Mr Sourabh Gogna, Vice President, Professional Services Practice, at Smart Cube, and a Masters in Business Law from NLSIU, specializing in Growth Strategies and Consulting Support for Law Firms, on alternate career choices post Law
This interview has been published by Sonali Parashar, Ojuswi Sahay the SuperLawyer Team
You have taken a completely uncharted path for somebody who has studied law. What brought you to your current role?
Let me start by giving a background of my current profile. I work with The Smart Cube, a UK-based global research and analytics firm, catering to large professional services firms and Fortune 500 companies providing support for strategy formulation, business development, marketing and innovation. I have been with the firm since 2009. I hold an LL.B from Delhi University and Masters in Business Laws from NLU, Bengaluru. Prior to my legal studies, I studied business management with a specialisation in finance. Back in 2013, when I completed my legal studies, I had an opportunity to transition to a career in law or continue with my research and consulting profile at the Smart Cube. I realised that my passion lies in the business side of the legal industry and decided to grow our consulting business with law firms and professional services clients at the Smart Cube. Over the years, we have grown this practice to a team of 80+ people and my current mandate is to take our services to more US-based law firms.
Tell us about your role as a strategist for global law firms?
Every law firm is chasing top line and bottom line expansion and ways to introduce firm-wide innovation initiatives. My role is to support the law firms in defining strategic agendas and providing intelligence to execute projects and initiatives that will lead to these results. We play the role of a guide in supporting the offices of the CEOs, CFOs, COOs, CMOs, CBDOs, CIOs and Chief Innovation officers in pursuing their specific agendas. Typical areas of support are market opportunity assessment, geographic expansion, practice development, competitive intelligence, client intelligence, prospecting, marketing intelligence, innovation, indirect cost optimization, and data analytics.
How do you support the practice development initiatives of professional services clients?
We define practice development as the process of growing the business value for a particular practice area of a law firm or the entire firm itself. It need not result in revenue acceleration only but includes initiatives around innovation, marketing, and cost optimization. In terms of revenue acceleration, we support firms in market expansion through geographic or service expansion via lateral hiring, bolt-on acquisitions or by opening new offices in high potential locations. In terms of innovation, we support the innovation/special projects, marketing, business development, and strategy teams, in introducing innovative ways of conducting tactical work. For instance, we institutionalise competitive intelligence and key account management programs at scale leveraging our technology and analytics solutions, on a turn-key basis. Lastly, we support large professional services firms in indirect cost optimization. It is a small but growing interest area for large firms looking to bolster their bottom lines. We have a ton of experience in this space owing to our historic roots in procurement research and analytics.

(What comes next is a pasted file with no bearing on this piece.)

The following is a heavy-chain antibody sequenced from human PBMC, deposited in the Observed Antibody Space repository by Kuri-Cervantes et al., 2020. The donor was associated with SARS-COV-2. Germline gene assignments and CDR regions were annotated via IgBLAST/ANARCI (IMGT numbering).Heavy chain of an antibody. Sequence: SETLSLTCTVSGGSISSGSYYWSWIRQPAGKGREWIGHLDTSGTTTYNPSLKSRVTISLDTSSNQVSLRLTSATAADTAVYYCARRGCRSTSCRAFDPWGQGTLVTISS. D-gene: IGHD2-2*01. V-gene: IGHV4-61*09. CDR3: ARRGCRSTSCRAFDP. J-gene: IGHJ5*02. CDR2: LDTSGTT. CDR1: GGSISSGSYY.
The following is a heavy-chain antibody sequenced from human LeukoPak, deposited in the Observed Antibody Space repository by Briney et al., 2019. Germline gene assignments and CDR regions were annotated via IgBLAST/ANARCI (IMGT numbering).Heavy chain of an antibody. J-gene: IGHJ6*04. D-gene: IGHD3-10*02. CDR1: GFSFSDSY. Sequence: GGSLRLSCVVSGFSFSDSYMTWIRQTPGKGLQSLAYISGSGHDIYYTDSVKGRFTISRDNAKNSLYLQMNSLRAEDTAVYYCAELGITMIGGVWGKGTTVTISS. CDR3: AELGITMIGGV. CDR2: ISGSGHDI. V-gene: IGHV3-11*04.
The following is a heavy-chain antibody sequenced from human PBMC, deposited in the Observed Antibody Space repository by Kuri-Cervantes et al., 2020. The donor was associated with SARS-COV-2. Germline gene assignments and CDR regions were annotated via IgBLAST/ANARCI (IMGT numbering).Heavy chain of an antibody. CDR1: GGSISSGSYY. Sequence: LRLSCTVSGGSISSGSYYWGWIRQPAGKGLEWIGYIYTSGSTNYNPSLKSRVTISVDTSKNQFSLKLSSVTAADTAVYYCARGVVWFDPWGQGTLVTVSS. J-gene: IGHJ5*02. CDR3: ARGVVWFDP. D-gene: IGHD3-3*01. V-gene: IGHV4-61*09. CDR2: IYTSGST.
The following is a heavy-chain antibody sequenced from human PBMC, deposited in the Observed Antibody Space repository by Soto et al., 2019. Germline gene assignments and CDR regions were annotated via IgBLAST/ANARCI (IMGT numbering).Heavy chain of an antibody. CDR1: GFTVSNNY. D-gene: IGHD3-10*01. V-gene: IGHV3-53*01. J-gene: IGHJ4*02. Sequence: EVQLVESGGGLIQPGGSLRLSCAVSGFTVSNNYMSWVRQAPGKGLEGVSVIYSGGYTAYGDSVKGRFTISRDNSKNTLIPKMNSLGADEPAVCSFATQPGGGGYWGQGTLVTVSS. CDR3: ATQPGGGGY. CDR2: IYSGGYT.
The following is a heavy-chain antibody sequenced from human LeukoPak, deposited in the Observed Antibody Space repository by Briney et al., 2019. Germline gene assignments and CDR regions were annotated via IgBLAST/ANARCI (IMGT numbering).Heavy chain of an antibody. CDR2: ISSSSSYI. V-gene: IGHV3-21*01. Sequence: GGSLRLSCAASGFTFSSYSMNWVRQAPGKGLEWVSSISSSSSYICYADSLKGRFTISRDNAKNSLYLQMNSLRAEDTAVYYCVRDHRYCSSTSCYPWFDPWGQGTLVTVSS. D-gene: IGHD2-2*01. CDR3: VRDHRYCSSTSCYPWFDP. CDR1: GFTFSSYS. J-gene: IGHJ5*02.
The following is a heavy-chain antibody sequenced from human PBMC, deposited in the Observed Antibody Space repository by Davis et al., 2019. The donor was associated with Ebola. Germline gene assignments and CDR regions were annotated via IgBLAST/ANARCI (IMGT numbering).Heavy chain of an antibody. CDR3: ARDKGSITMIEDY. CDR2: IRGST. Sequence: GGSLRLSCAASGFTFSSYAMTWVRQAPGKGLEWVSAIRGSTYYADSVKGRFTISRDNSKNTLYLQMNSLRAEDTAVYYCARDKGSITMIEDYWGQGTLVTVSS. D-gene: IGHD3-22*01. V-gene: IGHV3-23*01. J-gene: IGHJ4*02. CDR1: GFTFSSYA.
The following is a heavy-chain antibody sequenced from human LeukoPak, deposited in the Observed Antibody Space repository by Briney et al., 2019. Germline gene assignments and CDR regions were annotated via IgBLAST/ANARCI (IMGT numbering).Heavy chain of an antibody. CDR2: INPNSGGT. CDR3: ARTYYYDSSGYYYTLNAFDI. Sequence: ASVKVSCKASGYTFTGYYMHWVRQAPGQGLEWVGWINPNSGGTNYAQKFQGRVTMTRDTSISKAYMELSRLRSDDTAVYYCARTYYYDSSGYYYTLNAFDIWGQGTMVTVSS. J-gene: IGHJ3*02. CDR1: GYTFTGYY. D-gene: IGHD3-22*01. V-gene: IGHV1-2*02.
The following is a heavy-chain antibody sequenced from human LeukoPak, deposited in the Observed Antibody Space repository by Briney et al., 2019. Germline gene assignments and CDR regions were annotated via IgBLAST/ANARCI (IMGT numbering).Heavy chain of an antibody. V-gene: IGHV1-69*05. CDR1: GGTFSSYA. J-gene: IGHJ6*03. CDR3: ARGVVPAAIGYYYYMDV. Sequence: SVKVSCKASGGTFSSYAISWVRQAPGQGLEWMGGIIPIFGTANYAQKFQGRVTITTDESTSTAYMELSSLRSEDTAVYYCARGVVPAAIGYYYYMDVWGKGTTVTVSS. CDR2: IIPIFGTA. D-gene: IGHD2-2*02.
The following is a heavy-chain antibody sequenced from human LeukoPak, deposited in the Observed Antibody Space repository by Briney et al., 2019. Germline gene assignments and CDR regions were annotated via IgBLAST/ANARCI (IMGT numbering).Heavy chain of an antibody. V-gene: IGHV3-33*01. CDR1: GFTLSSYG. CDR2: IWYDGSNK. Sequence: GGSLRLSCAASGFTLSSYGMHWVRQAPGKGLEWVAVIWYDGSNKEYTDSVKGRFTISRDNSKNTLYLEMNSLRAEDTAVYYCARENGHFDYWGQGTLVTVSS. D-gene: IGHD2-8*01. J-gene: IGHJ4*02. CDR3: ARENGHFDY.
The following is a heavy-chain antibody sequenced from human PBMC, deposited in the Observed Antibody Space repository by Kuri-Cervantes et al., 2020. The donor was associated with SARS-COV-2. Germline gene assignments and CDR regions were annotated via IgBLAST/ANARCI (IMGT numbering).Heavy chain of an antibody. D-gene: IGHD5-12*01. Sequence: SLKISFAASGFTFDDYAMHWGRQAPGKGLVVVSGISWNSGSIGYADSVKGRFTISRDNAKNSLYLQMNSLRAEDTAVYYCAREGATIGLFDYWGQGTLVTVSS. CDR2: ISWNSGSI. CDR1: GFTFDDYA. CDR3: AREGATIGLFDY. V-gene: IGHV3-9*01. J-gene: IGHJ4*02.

You have supported law firms in their quest for regional and international law expansion. How does that work? Please share some insights on the thinking process of large firms.
Law firms like any other business seek expansion. Mostly this comes in the form of geographic expansion, practice or service line expansion, new partnerships, new offices, lateral hiring, and M&As. We support law firms in each of these initiatives through our research expertise. To cite an example here, in 2018, we supported a leading US-based law firm in evaluating expansion opportunities in Canada, South Korea, and China. We provided an advisory deck to the firm’s strategy head covering intelligence on regulatory constraints, opportunity size, past success stories, growing practice areas, ongoing charge rates, competitive intensity, synergies with the firm’s US business, etc. Similarly, we supported a regional US-based law firm in exploring opportunities in different counties in California.